The Hendrix Lab at Oregon State University employs a broad range of computational approaches, from machine learning to data mining, to investigate questions concerning genomics and gene regulatory systems. We seek to use computational biology and bioinformatics to uncover new mechanisms of gene regulation, as well as validate known biology. We develop motif-finding algorithms and pipelines to understand how promoters and regulatory elements operate, as well as creating new approaches for the analysis of deep-sequencing data to increase knowledge of the principles underlying transcription initiation, transcriptional gene silencing, post-transcriptional gene silencing and Polymerase stalling/pausing.
One major objective of our lab includes furthering the understanding of the structure, function and mechanisms of action of noncoding RNAs, both large and small. The past decade has seen the discovery of numerous non-coding RNAs whose functions are largely unknown. We aim to discover new non-coding RNAs and gain insight into the roles of these molecules in gene regulation by developing novel computational approaches for the integration of structural predictions, genome-wide sequence analysis, and deep sequencing data.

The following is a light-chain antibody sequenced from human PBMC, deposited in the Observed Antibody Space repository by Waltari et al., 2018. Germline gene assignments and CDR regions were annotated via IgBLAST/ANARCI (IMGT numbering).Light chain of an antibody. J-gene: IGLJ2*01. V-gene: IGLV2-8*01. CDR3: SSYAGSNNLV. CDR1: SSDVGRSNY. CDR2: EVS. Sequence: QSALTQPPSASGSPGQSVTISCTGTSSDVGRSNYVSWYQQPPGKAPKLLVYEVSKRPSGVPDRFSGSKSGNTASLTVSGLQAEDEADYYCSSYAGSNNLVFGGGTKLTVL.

As part of both the Department of Biochemistry and Biophysics in the College of Sciences and the School for Electrical Engineering and Computer Science in the College of Engineering, the Hendrix Lab seeks to combine molecular mechanisms of genome regulation and state of the art computational techniques to uncover new biology.People